Chapter One - Open Reproducible Science
In this chapter, you will learn about open reproducible science and become familiar with a suite of open source tools that are often used in open reproducible science (and earth data science) workflows including
After completing this chapter, you will be able to:
- Define open reproducible science and explain its importance.
- Describe how reproducibility can benefit yourself and others.
- List tools that can help you implement open reproducible science workflows.
What is Open Reproducible Science
Open science involves making scientific methods, data, and outcomes available to everyone. It can be broken down into several parts (Gezelter 2009) including:
- Transparency in data collection, processing and analysis methods, and derivation of outcomes.
- Publicly available data and associated processing methods.
- Transparent communication of results.
Open science is also often supported by collaboration.
Reproducible science is when anyone (including others and your future self) can understand and replicate the steps of an analysis, applied to the same or even new data.
Together, open reproducible science results from open science workflows that allow you to easily share work and collaborate with others as well as openly publish your data and workflows to contribute to greater science knowledge.
Click through the slideshow below to learn more about open science.
Watch this 15 minute video to learn more about the importance of reproducibility in science and the current reproducibility “crisis.”
Benefits of Open Reproducible Science
Benefits of openness and reproducibility in science include:
- Transparency in the scientific process, as anyone including the general public can access the data, methods, and results.
- Ease of replication and extension of your work by others, which further supports peer review and collaborative learning in the scientific community.
- It supports you! You can easily understand and re-run your own analyses as often as needed and after time has passed.
How Do You Make Your Work More Open and Reproducible?
The list below are things that you can begin to do to make your work more open and reproducible. It can be overwhelming to think about doing everything at once. However, each item is something that you could work towards.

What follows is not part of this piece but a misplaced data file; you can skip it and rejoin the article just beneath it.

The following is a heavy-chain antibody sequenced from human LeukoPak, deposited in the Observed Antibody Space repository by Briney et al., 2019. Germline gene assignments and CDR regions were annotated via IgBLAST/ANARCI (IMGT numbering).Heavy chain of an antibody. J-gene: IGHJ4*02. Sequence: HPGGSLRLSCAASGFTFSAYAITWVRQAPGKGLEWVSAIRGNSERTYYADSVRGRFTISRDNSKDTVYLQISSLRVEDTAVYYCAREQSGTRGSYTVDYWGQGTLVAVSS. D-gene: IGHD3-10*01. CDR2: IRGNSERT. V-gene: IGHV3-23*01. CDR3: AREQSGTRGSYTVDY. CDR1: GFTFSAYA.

Use Scientific Programming to Process Data
Scientific programming allows you to automate tasks, which facilitates your workflows to be quickly run and replicated. In contrast, graphical user interface (GUI) based workflows require interactive manual steps for processing, which become more difficult and time consuming to reproduce. If you use an open source programming language like
R, then anyone has access to your methods. However, if you use a tool that requires a license, then people without the resources to purchase that tool are excluded from fully reproducing your workflow.
Use Expressive Names for Files and Directories to Organize Your Work
Expressive file and directory names allow you to quickly find what you need and also support reproducibility by facilitating others’ understanding of your files and workflows (e.g. names can tell others what the file or directory contains and its purpose). Be sure to organize related files into directories (i.e. folders) that can help you easily categorize and find what you need (e.g. raw-data, scripts, results).
Use FAIR Data to Enhance the Reproducibility of Projects
Make sure that the data used in your project adhere to the FAIR principles (Wilkinson et al. 2016), so that they are findable, accessible, interoperable, and re-usable, and there is documentation on how to access them and what they contain. FAIR principles also extend beyond the raw data to apply to the tools and workflows that are used to process and create new data. FAIR principles enhance the reproducibility of projects by supporting the reuse and expansion of your data and workflows, which contributes to greater discovery within the scientific community.